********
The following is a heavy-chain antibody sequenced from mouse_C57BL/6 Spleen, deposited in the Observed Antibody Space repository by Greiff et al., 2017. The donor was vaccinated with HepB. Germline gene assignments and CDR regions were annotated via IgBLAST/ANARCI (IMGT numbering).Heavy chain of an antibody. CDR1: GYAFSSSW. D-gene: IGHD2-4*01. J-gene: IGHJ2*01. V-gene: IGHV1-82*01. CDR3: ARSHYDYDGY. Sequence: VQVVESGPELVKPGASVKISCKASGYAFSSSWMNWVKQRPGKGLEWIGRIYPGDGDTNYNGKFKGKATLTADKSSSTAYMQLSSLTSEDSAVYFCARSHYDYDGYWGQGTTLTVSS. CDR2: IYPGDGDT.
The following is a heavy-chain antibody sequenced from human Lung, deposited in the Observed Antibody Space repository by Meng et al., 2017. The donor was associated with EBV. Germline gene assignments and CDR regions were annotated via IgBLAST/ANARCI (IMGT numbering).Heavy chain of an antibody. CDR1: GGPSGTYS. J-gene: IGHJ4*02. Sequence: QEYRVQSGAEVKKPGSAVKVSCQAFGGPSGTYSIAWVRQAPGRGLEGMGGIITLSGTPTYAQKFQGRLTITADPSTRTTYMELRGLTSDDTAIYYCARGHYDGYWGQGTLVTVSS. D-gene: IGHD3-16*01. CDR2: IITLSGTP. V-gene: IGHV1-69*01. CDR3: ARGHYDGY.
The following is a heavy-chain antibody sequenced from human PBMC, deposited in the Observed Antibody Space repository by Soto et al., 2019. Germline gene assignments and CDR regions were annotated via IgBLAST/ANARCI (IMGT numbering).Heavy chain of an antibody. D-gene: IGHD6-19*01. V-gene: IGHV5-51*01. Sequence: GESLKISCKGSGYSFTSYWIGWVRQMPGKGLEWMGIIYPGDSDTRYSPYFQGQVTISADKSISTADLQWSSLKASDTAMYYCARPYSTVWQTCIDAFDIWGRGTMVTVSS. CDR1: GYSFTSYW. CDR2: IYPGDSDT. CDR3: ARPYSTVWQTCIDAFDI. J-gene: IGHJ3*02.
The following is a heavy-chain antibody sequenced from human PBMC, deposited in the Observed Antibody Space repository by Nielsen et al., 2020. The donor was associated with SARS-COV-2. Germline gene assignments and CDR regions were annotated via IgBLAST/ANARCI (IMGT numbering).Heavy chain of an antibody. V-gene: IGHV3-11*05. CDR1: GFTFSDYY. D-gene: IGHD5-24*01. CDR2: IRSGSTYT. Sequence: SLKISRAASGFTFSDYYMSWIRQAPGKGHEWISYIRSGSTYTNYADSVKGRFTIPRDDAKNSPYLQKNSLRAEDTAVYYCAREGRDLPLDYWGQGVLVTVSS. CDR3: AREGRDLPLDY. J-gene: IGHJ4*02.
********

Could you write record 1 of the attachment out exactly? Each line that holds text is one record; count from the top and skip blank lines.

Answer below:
The following is a heavy-chain antibody sequenced from mouse_C57BL/6 Spleen, deposited in the Observed Antibody Space repository by Greiff et al., 2017. The donor was vaccinated with HepB. Germline gene assignments and CDR regions were annotated via IgBLAST/ANARCI (IMGT numbering).Heavy chain of an antibody. CDR1: GYAFSSSW. D-gene: IGHD2-4*01. J-gene: IGHJ2*01. V-gene: IGHV1-82*01. CDR3: ARSHYDYDGY. Sequence: VQVVESGPELVKPGASVKISCKASGYAFSSSWMNWVKQRPGKGLEWIGRIYPGDGDTNYNGKFKGKATLTADKSSSTAYMQLSSLTSEDSAVYFCARSHYDYDGYWGQGTTLTVSS. CDR2: IYPGDGDT.